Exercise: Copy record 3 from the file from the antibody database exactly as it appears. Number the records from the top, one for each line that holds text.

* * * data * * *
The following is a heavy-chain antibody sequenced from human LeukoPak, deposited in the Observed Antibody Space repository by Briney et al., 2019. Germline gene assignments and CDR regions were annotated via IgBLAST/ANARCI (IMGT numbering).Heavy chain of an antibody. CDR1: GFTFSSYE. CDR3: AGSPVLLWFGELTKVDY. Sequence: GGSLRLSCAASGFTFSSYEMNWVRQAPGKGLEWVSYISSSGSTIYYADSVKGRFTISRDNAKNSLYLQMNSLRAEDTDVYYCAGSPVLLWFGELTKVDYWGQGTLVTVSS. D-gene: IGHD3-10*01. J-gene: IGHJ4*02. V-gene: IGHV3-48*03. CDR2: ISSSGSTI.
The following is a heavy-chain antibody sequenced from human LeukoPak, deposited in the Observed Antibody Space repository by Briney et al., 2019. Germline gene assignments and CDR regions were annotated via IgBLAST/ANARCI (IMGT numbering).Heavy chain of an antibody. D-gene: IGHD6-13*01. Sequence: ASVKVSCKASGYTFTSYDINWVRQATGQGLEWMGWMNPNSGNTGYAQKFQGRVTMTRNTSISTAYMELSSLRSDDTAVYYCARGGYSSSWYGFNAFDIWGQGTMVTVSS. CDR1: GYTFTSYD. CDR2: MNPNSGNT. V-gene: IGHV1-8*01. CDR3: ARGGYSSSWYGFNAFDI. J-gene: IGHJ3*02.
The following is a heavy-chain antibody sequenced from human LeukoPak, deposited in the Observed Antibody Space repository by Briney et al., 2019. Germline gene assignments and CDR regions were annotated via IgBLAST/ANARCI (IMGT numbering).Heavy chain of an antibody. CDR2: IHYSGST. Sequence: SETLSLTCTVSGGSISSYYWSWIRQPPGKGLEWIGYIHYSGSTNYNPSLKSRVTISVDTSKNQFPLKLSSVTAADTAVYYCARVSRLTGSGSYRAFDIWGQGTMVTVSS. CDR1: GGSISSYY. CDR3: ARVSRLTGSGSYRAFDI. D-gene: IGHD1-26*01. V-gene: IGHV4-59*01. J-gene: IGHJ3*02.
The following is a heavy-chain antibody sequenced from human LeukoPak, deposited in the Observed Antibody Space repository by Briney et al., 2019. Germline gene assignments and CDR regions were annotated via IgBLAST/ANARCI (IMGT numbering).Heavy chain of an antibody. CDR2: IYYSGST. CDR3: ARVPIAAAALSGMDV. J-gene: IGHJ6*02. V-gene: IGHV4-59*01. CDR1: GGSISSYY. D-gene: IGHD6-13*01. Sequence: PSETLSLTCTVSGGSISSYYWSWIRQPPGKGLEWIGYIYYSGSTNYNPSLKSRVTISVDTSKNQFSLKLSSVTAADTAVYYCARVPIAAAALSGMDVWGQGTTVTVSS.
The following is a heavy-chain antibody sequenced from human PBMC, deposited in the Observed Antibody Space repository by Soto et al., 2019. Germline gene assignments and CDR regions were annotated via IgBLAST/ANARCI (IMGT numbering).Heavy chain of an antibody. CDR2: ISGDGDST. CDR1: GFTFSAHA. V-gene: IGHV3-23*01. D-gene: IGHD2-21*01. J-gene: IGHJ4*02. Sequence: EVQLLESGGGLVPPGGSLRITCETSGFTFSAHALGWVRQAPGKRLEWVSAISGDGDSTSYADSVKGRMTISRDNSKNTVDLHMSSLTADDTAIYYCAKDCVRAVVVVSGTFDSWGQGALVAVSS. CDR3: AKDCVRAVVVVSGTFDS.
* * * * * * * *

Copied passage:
The following is a heavy-chain antibody sequenced from human LeukoPak, deposited in the Observed Antibody Space repository by Briney et al., 2019. Germline gene assignments and CDR regions were annotated via IgBLAST/ANARCI (IMGT numbering).Heavy chain of an antibody. CDR2: IHYSGST. Sequence: SETLSLTCTVSGGSISSYYWSWIRQPPGKGLEWIGYIHYSGSTNYNPSLKSRVTISVDTSKNQFPLKLSSVTAADTAVYYCARVSRLTGSGSYRAFDIWGQGTMVTVSS. CDR1: GGSISSYY. CDR3: ARVSRLTGSGSYRAFDI. D-gene: IGHD1-26*01. V-gene: IGHV4-59*01. J-gene: IGHJ3*02.